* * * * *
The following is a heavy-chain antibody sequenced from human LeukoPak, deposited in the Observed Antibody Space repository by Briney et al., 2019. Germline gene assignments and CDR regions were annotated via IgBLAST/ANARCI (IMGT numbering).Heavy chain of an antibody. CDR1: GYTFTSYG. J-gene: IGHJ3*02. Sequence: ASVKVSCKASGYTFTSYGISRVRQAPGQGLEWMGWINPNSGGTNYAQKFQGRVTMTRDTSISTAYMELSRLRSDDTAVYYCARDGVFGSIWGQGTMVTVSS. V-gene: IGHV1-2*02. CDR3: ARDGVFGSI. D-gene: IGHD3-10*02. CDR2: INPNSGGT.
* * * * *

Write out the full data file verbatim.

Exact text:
The following is a heavy-chain antibody sequenced from human LeukoPak, deposited in the Observed Antibody Space repository by Briney et al., 2019. Germline gene assignments and CDR regions were annotated via IgBLAST/ANARCI (IMGT numbering).Heavy chain of an antibody. CDR1: GYTFTSYG. J-gene: IGHJ3*02. Sequence: ASVKVSCKASGYTFTSYGISRVRQAPGQGLEWMGWINPNSGGTNYAQKFQGRVTMTRDTSISTAYMELSRLRSDDTAVYYCARDGVFGSIWGQGTMVTVSS. V-gene: IGHV1-2*02. CDR3: ARDGVFGSI. D-gene: IGHD3-10*02. CDR2: INPNSGGT.